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Is There An Afterlife? The Strangest Experiments Ever Done To Find Out



For a very long time, humanity has been tormented by this question. For some, religion has provided the answer. Others kept searching and oftentimes employed strange methods to test whether death is the end of it all.

Here are some of the most intriguing and bizarre ways people have gone about proving or disproving this conundrum.

The 21 Grams Experiment

You might be familiar with this one but it makes for an interesting, albeit flawed theory. In 1901, Dr. Duncan MacDougall, a physicist from Massachusetts performed a series of experiments intended to prove whether the human soul had weight. Not in the mystical term but rather weight as a physical property.
MacDougall wanted to measure if any significant change in his patients’ mass occurred at their time of death. He placed six terminally ill patients who suffered from tuberculosis on an industrial scale which was sensitive to two tenths of an ounce.
According to MacDougall, all six of the patients lost three fourths of an ounce or approximately 21 grams after taking their last breath.
As a control measure, he subjected 15 dogs to the same experiment and noticed no change in weight. He therefore concluded that the difference in weight could be accounted as the weight of the human soul.
As interesting as his theory might be, it has no scientific basis and it turns out MacDougall had been cherry picking when he published his results. In fact, only one of his patients had lost 21 grams after death and there’s a reasonable explanation for the loss: after death, the lungs no longer cool the blood and sweating might occur.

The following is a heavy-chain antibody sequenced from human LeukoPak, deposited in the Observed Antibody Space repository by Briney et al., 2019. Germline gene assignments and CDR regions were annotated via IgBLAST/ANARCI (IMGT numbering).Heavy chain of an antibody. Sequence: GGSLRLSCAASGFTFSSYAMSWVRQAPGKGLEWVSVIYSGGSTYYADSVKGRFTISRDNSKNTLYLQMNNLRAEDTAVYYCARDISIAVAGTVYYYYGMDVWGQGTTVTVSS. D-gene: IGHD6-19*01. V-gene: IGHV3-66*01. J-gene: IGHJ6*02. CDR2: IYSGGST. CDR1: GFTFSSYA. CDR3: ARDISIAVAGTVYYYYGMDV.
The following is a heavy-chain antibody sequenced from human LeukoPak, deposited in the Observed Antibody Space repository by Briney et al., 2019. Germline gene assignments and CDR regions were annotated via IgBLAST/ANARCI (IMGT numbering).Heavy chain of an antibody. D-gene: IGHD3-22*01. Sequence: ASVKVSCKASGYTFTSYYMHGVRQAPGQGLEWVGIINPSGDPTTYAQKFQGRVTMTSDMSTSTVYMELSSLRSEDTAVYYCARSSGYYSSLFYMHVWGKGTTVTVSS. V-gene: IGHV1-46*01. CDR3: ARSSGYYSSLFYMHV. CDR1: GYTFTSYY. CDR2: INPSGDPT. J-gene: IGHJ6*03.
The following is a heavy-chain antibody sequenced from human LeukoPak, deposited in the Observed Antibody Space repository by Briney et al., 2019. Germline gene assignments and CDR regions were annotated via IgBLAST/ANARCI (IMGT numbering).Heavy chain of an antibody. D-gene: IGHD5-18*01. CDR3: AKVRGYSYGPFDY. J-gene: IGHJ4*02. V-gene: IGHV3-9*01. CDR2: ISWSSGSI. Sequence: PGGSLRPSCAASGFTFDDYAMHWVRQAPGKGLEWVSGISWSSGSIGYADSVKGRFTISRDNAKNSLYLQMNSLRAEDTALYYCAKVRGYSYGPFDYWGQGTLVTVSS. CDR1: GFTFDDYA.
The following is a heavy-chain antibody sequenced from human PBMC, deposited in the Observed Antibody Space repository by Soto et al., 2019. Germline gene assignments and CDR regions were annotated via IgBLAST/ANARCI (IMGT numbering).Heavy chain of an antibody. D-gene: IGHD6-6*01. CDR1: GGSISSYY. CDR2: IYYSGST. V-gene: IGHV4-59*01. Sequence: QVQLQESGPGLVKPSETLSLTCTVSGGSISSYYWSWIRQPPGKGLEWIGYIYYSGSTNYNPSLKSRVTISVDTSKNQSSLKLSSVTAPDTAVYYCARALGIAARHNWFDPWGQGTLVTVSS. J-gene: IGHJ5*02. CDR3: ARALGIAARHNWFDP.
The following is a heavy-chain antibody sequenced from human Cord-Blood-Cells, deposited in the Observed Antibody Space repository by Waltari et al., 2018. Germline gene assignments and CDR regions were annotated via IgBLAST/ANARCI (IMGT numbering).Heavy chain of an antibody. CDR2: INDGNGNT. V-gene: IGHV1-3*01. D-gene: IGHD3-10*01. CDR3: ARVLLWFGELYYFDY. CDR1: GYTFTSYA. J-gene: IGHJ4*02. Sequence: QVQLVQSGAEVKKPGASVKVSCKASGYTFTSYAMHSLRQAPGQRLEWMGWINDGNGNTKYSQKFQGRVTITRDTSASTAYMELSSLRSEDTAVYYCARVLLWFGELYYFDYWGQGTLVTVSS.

The water lost through post-mortem sweating could add up to the missing 21 grams. As for the poor dogs, they didn’t have any sweat glands through which they could have lost water.


EVP, short for Electronic Voice Phenomena refer to strange sounds that sometimes show up on electronic recordings. Those with a penchant for the paranormal believe these sounds are the disembodied voices of the departed.
The sounds aren’t usually heard at the time of the recording but show up during playback.
The first man who tried taping the spirit world was American photographer Atilla von Szalay. His first experiments were done using a 78 rpm record in 1941 but he had little luck with them.
Szalay registered his first ‘success’ in 1956, when he began using tape recorders. Among the first messages he got were “Hot dog, Art!”, “This is G!” and “Merry Christmas and Happy New Year to you all!”
Over the years, many people have tried communicating with the dead through EVP and some even claimed to have built devices specifically designed to do so. Among the most famous were William O’Neil’s Spiricom and Frank Sumption’s Ghost Box.

Houdini’s Secret Code

Houdini took great pleasure in exposing mediums as frauds. His animosity towards mediums had come from the unpleasant experience he had as he attempted to contact his deceased mother, Cecilia, with the help of Sir Arthur Conan Doyle’s wife.
She and other clairvoyants had supplied Houdini with messages they claimed came from his mother.
Houdini noticed the messages were far too inconsistent to have come from Cecilia. For starters, the messages were in English although his mother never spoke English.
Psychics also made mentions of crosses although his mother was Jewish. This led Houdini to believe that the séances he had attended were nothing but shows put up by charlatans. He still considered the possibility of an afterlife waged war to those who wrongfully claimed to present evidence.